The LRC "Signature Storm" Cycle Four

As we continue into this unsettling, well below-average start to April, we transition into another cycle of the LRC that set up back in October. If you are an active listener or reader, you're probably familiar with the LRC. However, if you are new or haven't quite gotten the handle on the LRC, I will break it down quickly for you. Every fall, a unique weather pattern sets up and then recycles through the year ahead until a new cycle starts the following fall. This cycle generally falls between 40 and 60 days, sometimes shorter and other years longer. This year's LRC cycle has been identified as a 63.5 to 64 day cycle. Meaning every 64 days, "more or less" the pattern recycles/repeats... to a point. This has been named the Lezak Recurring Cycle, coined after Gary Lezak, the chief meteorologist from Kansas City, who invented/developed this incredible tool. We can use this to forecast potential storms systems months in advance with great accuracy, as depicted from records and listeners.

Every start and end of this year's cycles are generally stormy, with several other storms systems sprinkled in through the middle. Some of these storms are much stronger than others, for instance, the "signature" LRC storm for this year. This storm has emerged every cycle since October 13th, 2021, and forward every 63-64 days. October 13th, 2021, only about a week into the first LRC cycle, "this storm" brought strong wind and heavy snow to western North Dakota and a tornado threat to the southern Red River Valley. In cycle two, December 15th, 2021, it reemerged off the Rockies as a very strong Colorado low, producing hurricane-force wind gusts, a tornado outbreak that reached into southern Minnesota for the first time in history for December, as well as heavy snow that had just missed Fargo. In Cycle 3, February 16th, 2022. With very cold air looming over North Dakota, the signature storm was deflected to our south and not nearly as strong as in cycle two. But it was still capable of producing heavy snowfall and strong winds, with a severe weather threat from Texas and Oklahoma to the east coast.

Here we are in April, and we have started the fourth cycle of this year's LRC. Meaning the signature storm must be right around the corner, and wouldn't you believe it, it is! I attached a few images to this article. The top (main) picture is of the "signature storm" in October and December. They look pretty identical, don't they? If I didn't mention that they were 63 days apart, you'd think it is a picture of the same storm system. Attached below is a model prediction for this Saturday, another very strong Colorado Low is forecasted to follow a similar path as it did in the past three cycles. Rain and thunderstorms likely will stretch into eastern North Dakota with heavy snow out west. This storm could and will likely pose a risk for severe weather of all types. Although I think the severe weather will be to our south, I will be keeping a close eye on the storm as it looks to bring impactful weather across the area.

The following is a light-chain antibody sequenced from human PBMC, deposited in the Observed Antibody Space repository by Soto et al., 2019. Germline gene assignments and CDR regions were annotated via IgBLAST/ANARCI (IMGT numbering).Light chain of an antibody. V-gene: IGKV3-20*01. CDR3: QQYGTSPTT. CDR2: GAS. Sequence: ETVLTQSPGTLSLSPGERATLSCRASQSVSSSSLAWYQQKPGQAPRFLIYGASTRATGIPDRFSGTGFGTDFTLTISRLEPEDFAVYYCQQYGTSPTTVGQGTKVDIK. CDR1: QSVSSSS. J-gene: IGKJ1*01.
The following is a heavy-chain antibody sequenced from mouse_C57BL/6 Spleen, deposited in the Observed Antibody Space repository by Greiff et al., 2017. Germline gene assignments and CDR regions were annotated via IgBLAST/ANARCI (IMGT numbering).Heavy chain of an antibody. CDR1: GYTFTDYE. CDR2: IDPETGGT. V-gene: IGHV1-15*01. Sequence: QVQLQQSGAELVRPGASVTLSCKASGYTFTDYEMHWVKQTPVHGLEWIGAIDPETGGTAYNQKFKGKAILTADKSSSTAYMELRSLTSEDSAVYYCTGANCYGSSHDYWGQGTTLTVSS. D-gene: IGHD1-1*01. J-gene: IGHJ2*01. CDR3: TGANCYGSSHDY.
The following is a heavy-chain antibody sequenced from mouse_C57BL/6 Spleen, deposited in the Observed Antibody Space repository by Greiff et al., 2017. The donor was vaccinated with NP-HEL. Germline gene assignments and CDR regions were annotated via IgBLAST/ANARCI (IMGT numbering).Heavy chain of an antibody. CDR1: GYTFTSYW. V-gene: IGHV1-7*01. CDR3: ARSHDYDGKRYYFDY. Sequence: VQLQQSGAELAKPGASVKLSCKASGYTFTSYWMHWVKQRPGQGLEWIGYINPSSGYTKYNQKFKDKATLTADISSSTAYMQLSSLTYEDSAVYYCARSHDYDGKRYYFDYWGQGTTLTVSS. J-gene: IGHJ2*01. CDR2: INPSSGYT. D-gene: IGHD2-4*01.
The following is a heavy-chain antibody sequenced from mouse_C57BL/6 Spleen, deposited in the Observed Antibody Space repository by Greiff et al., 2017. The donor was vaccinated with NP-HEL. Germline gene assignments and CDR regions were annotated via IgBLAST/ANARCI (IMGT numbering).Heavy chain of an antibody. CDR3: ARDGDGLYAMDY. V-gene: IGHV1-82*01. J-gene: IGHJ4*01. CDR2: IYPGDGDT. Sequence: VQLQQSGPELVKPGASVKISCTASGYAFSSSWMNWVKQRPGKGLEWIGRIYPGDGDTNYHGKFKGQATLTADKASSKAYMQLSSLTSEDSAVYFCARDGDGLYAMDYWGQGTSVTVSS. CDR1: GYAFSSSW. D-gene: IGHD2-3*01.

The signature storm looks to start on Friday with scattered rain and thundershowers. Then hit the hardest on Saturday, again likely rain and thunderstorms/showers in eastern North Dakota, but out west in western North Dakota, could be dealing with yet another blizzard with heavy snow. The storm will likely linger into Sunday, with wrap-around snow pushing into eastern North Dakota. This storm is still a few days out, so let's allow it to get more into focus as the track of this storm remains uncertain and where will get hit the hardest.

Up until that, below-average temperatures continue! In eastern North Dakota, highs remain in the 40's through mid-week with another chance for rain/snow through the southern valley overnight Tuesday before turning to rain Wednesday morning. Likely snow up in the northern valley where a couple of inches could fall. This will be a fast-moving system and will exit the area by Wednesday afternoon. It then just remains generally cloudy and windy for the rest of the day. Thursday will be more likable, with highs in the mid 40's with lighter wind and some sun!

If you're interested in the LRC and want to learn more about it, or ask questions. Then mark your calendar for April 27th, 2022. We are hosting our LRC Seasonal outlook for the rest of spring and summer. Chief meteorologist Dean Wysocki, Gary Lezak, and I will be dissecting the LRC and what it says for our coming summer! Also, AG director Bridgette Readel will join us to communicate our forecast to the ag community. Will this summer be wet or dry? Cold or hot? Join us from 2:00 PM - 4:00 PM CDT live on the air, plus an extra hour afterward for questions from 4-5 PM CDT.

In case you miss it, we'll have a podcast uploaded shortly after it finishes for you to listen to later on our website. You can listen to us on 93.1 FM 970 AM WDAY, 92.3 FM 1100 AM The Flag WZFG (Fargo/Moorhead), and on 92.7 FM 1090 AM The flag KTGO (Tioga, ND) for our SKYWATCH SEASONAL OUTLOOK!



Justin Storm